Because mine is an evil and a petty mind, suitable more to wallowing in the sordid sexual goings-on of literary giants than in reading their work, I take every opportunity I can to inform people who may not have known that Walt Whitman and Oscar Wilde almost certainly had sex in 1882.
You are either the kind of person to whom this matters a great deal, or the kind of person to whom it matters not at all. To the latter I say: yours is the narrow road and the straight, and I extend to you a hearty and fulsome handshake, as well as my sincerest wishes for your continued good health. To the former I say: Want to hear about the time Walt Whitman and Oscar Wilde (probably) hooked up??
Of course you do. You’re my kind of person. Why do we ever talk about anything else? Let’s never do that again.
Oscar Wilde and Walt Whitman Almost Certainly Did It (And That’s Wonderful)
So. As you may or may not know, Wilde went on a speaking tour of America in 1882, and it was marvelous (Henry James didn’t care for it; Henry James called him a “tenth-rate card” and an “unclean beast”; Henry James can go suck an egg). He lectured and gave interviews and he sold out concert halls and he very possibly had sex with Walt Whitman.
If you have not already read Neil McKenna’s nearly-perfect biography, The Secret Life of Oscar Wilde (Indiebound | Amazon), please correct this omission as quickly as possible. I will now quote from it at length:
Oscar desperately wanted to meet Walt Whitman, whom he and many others considered to be America’s living poet…Whitman’s poetry spoke of the potency of friendship and love between men, particularly between working-class men, and positively oozed homoeroticism. Indeed, the ‘Calamus’ section of Whitman’s great poetic cycle Leaves of Grass was so intensely homoerotic that it gave rise to the short-lived term ‘calamite’ to denote a man who loved men. Swinburne was to denounce ‘the cult of the calamus’ and ‘calamites.’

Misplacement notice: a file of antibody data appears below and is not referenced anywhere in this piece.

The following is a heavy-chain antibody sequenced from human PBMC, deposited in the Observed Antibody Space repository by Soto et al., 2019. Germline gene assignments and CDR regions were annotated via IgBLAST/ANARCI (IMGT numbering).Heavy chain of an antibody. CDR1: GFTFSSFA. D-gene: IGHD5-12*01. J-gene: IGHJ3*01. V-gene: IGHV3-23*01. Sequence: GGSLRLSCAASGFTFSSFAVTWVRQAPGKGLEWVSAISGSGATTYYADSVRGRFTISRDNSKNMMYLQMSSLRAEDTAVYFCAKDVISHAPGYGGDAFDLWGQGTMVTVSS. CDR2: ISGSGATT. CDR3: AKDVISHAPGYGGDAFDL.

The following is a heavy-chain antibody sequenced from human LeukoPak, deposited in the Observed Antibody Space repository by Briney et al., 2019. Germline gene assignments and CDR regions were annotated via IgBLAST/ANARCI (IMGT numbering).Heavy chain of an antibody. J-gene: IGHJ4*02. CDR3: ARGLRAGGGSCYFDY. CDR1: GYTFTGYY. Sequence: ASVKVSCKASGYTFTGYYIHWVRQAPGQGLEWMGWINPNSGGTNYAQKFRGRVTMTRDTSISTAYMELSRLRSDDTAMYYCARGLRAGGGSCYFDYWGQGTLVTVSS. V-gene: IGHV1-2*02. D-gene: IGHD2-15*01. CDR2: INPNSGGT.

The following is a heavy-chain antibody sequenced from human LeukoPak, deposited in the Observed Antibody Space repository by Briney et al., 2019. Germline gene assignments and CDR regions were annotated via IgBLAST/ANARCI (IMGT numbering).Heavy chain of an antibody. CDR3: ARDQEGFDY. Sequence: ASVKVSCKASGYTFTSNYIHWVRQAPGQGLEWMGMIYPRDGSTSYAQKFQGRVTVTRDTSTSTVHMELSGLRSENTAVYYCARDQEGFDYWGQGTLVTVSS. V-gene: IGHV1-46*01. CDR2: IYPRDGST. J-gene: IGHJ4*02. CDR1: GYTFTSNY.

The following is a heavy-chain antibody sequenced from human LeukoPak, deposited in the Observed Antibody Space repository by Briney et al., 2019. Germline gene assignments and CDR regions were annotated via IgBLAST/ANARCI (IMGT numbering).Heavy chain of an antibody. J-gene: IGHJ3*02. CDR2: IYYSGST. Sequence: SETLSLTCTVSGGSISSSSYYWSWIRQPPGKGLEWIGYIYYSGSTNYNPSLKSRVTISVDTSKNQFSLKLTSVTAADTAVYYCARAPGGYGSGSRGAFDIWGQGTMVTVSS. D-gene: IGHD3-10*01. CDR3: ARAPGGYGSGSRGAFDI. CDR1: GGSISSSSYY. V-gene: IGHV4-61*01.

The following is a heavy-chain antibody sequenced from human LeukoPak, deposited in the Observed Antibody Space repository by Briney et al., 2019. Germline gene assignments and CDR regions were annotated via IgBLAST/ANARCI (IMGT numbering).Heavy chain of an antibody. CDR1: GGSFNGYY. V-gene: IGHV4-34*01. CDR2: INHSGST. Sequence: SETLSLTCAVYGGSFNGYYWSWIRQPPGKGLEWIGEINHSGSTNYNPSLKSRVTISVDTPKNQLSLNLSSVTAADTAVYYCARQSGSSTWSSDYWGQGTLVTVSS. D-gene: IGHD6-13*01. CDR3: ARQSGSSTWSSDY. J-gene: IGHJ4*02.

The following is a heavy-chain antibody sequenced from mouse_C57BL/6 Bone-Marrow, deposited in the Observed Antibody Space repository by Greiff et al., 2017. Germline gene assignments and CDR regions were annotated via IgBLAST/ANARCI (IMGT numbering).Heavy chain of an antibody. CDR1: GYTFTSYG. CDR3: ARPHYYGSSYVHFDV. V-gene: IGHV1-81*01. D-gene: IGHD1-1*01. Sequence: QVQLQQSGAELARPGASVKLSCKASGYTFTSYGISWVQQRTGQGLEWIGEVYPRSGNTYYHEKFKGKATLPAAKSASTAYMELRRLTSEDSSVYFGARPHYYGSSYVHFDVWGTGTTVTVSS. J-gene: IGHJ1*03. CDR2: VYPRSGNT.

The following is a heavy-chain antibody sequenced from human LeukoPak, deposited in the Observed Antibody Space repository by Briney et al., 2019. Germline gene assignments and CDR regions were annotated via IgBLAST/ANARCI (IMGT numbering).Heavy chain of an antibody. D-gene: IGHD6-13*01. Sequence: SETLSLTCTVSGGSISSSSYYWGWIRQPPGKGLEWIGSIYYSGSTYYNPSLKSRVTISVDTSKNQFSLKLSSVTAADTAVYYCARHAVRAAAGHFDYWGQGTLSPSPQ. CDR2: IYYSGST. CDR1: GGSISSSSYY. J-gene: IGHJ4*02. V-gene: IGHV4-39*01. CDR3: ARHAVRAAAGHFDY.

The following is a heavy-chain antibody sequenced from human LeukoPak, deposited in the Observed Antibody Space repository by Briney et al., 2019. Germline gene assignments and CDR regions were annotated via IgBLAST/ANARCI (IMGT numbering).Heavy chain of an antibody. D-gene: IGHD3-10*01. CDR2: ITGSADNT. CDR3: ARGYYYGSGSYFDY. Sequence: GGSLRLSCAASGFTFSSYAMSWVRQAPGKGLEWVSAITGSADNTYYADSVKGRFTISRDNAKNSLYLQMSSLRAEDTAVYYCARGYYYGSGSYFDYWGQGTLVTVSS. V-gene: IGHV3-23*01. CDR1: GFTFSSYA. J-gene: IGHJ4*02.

Yes, I hear you saying impatiently, but damn Swinburne (you are right, of course. Let us leave him behind us) and get to the sex. Patience, my rouge-lipped darling. All in good time. As it happened, Wilde knew John Marshall Stoddart, a well-known publisher who was also friends with Whitman, and used him to wangle an invitation to dinner.
At first, Walt Whitman says no. No Oscar Wilde for him. But then: Walt Whitman changes his mind and sends Stoddart a note:
Walt Whitman will be in from two till three-thirty this afternoon, and will be most happy to see Mr. Wilde and Mr. Stoddart.
When Oscar Wilde sees an opportunity to have sex with Walt Whitman, he does not hesitate. He goes.
Oscar was suitably humble in the presence of Whitman, greeting him with the words, ‘I have come to you as one with whom I have been acquainted almost from the cradle.’ The contrast between the two poets could not have been more marked. Oscar was young, tall, slender and clean shaven. Whitman was in his early sixties, but looked much older. He was shorter than Oscar and wore a long, bushy white beard. Oscar was highly educated, cultivated and still in his languid Aesthetic phase. Whitman was self-taught, and robustly masculine in manner.
Could his meaning be more clear? “Hello, Daddy,” says the young dandy as he lightly crosses the threshold.